Thabi Leoka’s qualification drama ‘avoidable’

Henry

The unfavorable position in which the well-known economist Thabi Leoka now finds herself was, according to experts, her own doing, but is also something that could have been avoided if the companies involved had applied the necessary caution.

The allegations that Leoka does not have a doctorate in economics as she has led many to believe have raised questions about the various boards and companies that failed to properly check her qualifications.

The reputation expert Regine le Roux says it should be standard practice to submit a certified copy of your qualifications as a standard requirement for any position, especially for a director of large companies such as MTN South Africa and Anglo American Platinum.

“This puts a big question mark over all these large companies’ management structures and ultimately their reputation,” she says.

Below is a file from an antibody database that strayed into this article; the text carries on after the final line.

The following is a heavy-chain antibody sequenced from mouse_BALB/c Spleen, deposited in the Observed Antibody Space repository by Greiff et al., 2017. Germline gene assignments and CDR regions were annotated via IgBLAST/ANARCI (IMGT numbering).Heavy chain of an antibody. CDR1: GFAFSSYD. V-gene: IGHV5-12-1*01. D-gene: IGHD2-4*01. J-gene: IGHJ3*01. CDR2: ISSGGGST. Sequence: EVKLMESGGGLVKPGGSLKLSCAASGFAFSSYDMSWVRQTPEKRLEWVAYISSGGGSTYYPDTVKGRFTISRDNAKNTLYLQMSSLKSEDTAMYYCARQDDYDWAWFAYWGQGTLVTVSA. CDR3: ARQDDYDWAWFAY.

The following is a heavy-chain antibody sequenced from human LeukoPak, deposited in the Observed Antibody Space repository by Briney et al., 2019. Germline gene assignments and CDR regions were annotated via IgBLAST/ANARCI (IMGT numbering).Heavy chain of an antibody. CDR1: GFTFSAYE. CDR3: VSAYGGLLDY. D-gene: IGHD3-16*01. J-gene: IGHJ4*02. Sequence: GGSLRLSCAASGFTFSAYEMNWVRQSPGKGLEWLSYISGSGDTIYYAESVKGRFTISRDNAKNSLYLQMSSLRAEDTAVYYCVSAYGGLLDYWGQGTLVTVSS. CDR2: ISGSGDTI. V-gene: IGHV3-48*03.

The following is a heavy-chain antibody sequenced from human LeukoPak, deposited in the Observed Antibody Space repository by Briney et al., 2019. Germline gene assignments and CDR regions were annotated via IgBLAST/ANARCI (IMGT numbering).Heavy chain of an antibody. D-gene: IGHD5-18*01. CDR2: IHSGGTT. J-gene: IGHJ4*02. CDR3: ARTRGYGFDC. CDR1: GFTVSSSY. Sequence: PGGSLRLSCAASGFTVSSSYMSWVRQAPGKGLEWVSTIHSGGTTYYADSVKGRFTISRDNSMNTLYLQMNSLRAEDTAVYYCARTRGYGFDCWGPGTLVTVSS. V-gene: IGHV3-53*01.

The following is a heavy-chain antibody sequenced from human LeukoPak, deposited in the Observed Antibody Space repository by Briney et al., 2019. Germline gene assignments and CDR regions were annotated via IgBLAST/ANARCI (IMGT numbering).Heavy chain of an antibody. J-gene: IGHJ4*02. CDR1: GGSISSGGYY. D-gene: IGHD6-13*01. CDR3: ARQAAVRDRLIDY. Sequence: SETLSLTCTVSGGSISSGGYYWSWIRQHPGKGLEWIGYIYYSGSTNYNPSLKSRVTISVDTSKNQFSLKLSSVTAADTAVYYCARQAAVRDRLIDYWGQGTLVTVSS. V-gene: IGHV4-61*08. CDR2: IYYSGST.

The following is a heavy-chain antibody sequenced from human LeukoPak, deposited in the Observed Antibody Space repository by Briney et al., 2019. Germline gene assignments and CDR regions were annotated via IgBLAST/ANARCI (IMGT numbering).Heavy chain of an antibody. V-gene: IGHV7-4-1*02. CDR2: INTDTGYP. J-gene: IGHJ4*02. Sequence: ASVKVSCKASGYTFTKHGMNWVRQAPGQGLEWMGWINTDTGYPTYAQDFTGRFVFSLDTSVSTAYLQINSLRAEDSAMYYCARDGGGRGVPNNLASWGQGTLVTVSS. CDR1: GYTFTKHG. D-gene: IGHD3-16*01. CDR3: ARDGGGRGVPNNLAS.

“This also leads me to another question: What other due diligence processes are not followed? All the companies that appointed Leoka, without the necessary investigation into her qualifications or references, must be pulled over the coals.”

Leoka recently submitted her resignation to numerous companies, and even the president removed her from his advisory board over damning allegations that she did not obtain a doctorate from the London School of Economics.

Le Roux says it has recently come to her attention that not all positions, such as that of the presidential economic advisory council, require any kind of due diligence processes.

“This is problematic in my opinion. If it’s easy enough to lie about qualifications, what else is being lied about?”

According to Le Roux, there is one good thing that has come out of this controversial situation, and that is that the spotlight falls on companies that do not apply due diligence when it comes to appointments in important positions.

“Hopefully this now encourages all businesses to review and implement more rigorous management processes across all spheres of their organizations to build ethical entities that people want to do business with,” she says.

“At the same time, this will also allow all those involved to maintain their prestige.”